Thousands of magpie geese decimate hay crops despite gas guns, laser deterrents

Thousands of magpie geese decimate hay crops despite gas guns, laser deterrents

Tens of thousands of magpie geese have decimated hay and seed crops in the Northern Territory’s Douglas Daly region.

The native birds are a common sight in the agricultural region, 200 kilometres south of Darwin, but farmers say magpie geese have caused much more trouble this year. 

“Half the sky was going dark, like a cloud coming over, that’s how bad they were,” Bindaroo Pastures farmhand Pete Wirraha said.

The magpie geese have been flying into paddocks, and trampling and eating hay for several months.

The magpie geese have a particular fondness for cavalcade.(ABC Rural: Jan Kohout)

Bindaroo owner Chris Howie estimated he had lost about 40 or 50 hectares of pasture legume cavalcade to the magpie geese.

“If they attack a grass crop, they just take the seed, whereas if they come in the cavalcade crop, they take everything, leaves, stems, they are just eating it whole,” he said.

“The trampling effect is caused by a big mob of birds trampling through a paddock as they go, as well as eating it, so it’s a double whammy.”

The magpie geese have also attacked crops at the NT government’s nearby Douglas Daly Research Farm.

Magpie geese in a wet and destroyed hay crop at the Douglas Daly Research Farm.(ABC Rural: Jan Kohout)

Farm manager Jamie Marschall said both crops used for trials and hay had been all but destroyed.

“We had mass numbers of magpie geese move in from mid to late January and they’ve decimated the whole paddock,” he said.

“They’ve damaged the rotational trial of the soybean crop as well.”

Magpie geese have long been a problem for mango growers in the Darwin region and the birds were also one of the main reasons a rice project at Humpty Doo failed in the 1960s.

Farm assistant Pete Wirraha shooting a deterrence shot to chase away a flock of magpie geese.(ABC Rural: Jan Kohout)

Chasing and shooting geese only a temporary solution

Farmers have been trying many ways to get their magpie geese off their crops, like scaring them with gas guns and lasers, chasing them in vehicles, and even shooting some birds.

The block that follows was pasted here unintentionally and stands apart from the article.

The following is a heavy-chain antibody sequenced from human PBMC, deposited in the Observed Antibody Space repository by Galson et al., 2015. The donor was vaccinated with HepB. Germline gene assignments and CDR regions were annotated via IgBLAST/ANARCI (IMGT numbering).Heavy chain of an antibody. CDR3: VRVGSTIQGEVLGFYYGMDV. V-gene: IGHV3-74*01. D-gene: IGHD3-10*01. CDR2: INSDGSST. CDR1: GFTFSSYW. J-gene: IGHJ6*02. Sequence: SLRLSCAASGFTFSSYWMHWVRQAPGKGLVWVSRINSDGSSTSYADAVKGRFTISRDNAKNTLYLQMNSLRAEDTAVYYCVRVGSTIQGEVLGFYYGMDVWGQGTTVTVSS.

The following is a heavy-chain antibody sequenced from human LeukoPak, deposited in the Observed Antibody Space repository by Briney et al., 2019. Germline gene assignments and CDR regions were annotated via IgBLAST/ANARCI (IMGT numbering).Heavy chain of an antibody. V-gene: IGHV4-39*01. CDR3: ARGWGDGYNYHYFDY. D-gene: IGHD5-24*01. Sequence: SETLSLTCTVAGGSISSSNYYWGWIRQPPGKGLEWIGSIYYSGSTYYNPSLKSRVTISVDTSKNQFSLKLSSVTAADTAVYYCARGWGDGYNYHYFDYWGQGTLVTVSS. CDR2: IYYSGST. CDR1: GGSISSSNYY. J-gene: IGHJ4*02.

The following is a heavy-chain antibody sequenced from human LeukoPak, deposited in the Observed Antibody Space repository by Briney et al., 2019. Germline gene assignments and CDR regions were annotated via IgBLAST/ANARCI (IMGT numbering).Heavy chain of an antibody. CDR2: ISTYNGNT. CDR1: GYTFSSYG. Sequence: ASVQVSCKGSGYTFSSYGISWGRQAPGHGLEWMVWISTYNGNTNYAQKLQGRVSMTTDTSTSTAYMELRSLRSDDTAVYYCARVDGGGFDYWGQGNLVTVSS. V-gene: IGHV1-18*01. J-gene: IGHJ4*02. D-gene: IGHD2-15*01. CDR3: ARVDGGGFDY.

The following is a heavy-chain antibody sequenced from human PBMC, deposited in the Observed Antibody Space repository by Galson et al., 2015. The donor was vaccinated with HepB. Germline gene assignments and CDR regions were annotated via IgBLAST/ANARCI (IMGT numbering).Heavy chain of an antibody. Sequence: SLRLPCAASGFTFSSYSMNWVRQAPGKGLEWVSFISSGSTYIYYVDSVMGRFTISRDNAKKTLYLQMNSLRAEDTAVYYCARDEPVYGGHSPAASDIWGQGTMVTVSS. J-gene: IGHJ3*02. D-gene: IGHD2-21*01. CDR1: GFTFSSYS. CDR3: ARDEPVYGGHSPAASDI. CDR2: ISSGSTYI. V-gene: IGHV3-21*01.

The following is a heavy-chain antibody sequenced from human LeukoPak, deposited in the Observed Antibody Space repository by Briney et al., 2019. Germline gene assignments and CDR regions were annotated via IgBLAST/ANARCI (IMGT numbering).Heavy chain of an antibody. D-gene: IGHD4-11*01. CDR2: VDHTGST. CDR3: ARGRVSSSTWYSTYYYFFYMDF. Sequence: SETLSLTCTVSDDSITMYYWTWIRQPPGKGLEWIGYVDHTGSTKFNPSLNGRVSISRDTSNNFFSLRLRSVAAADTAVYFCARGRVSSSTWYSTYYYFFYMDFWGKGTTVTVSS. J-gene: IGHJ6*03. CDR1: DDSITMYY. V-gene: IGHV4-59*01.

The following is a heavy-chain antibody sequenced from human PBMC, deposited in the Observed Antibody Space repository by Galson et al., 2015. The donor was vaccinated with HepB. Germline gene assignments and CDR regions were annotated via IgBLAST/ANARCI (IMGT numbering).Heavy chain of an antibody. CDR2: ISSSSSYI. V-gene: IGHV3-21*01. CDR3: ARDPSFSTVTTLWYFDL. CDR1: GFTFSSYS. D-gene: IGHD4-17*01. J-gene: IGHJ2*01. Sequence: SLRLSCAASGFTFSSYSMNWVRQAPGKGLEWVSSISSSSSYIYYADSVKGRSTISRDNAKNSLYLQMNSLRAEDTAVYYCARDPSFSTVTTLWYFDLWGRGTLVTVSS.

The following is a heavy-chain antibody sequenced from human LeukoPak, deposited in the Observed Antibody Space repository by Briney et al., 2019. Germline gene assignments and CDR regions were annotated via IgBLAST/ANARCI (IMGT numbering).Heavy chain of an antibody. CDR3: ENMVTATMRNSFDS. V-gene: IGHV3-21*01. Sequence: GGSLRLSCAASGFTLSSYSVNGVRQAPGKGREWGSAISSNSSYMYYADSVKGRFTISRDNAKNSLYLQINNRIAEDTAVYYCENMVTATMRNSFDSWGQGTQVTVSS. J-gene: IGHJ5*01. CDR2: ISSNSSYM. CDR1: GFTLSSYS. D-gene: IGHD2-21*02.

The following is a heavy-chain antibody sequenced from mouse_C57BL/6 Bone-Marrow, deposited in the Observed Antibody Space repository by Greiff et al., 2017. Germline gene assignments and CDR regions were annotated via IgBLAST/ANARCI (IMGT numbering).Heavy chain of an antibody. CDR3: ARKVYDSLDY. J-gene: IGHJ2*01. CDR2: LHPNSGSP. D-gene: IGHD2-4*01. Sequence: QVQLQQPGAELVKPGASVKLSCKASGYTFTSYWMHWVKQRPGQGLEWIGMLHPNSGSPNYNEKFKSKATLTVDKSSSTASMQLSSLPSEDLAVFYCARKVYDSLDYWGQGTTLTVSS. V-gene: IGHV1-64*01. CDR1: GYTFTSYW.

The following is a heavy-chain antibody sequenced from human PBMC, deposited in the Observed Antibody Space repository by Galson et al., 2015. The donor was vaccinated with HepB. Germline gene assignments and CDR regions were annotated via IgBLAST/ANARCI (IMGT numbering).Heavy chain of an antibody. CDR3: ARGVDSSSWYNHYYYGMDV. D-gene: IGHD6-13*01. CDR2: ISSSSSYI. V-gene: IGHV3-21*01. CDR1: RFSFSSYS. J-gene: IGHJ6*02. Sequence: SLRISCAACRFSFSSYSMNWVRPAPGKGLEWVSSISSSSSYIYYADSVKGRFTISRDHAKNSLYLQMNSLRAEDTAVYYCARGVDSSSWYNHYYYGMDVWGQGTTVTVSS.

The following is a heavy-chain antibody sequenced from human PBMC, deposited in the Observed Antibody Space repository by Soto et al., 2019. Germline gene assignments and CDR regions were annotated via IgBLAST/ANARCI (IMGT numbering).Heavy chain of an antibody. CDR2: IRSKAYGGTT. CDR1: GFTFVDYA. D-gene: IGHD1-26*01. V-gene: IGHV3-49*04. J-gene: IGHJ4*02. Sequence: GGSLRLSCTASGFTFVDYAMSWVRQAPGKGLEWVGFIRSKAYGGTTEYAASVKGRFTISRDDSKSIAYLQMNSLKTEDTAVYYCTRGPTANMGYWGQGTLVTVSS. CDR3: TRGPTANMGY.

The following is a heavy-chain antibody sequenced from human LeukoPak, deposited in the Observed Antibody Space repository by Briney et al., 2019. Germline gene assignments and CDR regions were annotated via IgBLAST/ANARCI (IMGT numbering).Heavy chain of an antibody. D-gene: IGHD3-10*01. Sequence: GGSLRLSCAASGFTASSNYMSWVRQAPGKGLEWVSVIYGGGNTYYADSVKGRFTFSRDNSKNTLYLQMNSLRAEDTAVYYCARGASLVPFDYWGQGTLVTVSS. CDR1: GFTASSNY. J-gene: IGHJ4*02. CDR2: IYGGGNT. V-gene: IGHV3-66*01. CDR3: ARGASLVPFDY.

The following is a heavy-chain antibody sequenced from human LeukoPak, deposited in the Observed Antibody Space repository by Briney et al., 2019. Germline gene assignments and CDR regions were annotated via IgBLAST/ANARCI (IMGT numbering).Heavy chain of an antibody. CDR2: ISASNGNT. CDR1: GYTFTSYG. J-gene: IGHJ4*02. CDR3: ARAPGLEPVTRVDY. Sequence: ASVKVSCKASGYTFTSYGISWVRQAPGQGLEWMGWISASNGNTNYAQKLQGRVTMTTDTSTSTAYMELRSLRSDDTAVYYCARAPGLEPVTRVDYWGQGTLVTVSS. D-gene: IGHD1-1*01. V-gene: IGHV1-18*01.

Blackbull Station manager Logan Reid said most of his efforts had not worked with about 80 hectares of hay crop eaten by the magpie geese.

“It’s a never-ending battle that you just don’t seem to win,” he said.

“You try to chase them off with guns or gas guns but they just fly to one spot onto the neighbours’ property, then they chase them back to us.”

At Bindaroo, Mr Howie said he had run out of ways to combat the geese and believed his losses would have been worse if he had not spent most nights trying to scare them away.

“We’ve worn out a few buggies and quad bikes chasing geese and a few rifles shooting at them,” he said.

“We’ve used spotlights a lot while driving the buggy — they don’t like that — and laser lights … sometimes they mind it, other times they don’t.

“We’ve used gas guns, but they’re a waste of time. They get used to them and have zero effect.”

Thousands of magpie geese have descended on the Douglas-Daly.(ABC Rural: Jan Kohout)

Artificial intelligence noise system

In the short-term, farmers are hoping the magpie geese will retreat away from their farms to Top End wetlands as the dry season arrives. 

However, the Douglas Daly Research Farm will soon trial an artificial-intelligence-based system that aims to move the birds away through noise.

BirdSol chief executive John Kapeleris said his company’s Cherrp system was “programmed to recognise a particular problem species”.

“It understands the species’ vocalisations and communicates with those bird species acoustically in their own language to displace and deter those birds and then attract them to sanctuaries or other locations where the bird is wanted.”

“Cherrp is a behavioural communication system that naturally influences bird behaviour rather than act as a generic scaring system, which birds quickly begin to ignore because they become accustomed to it.”

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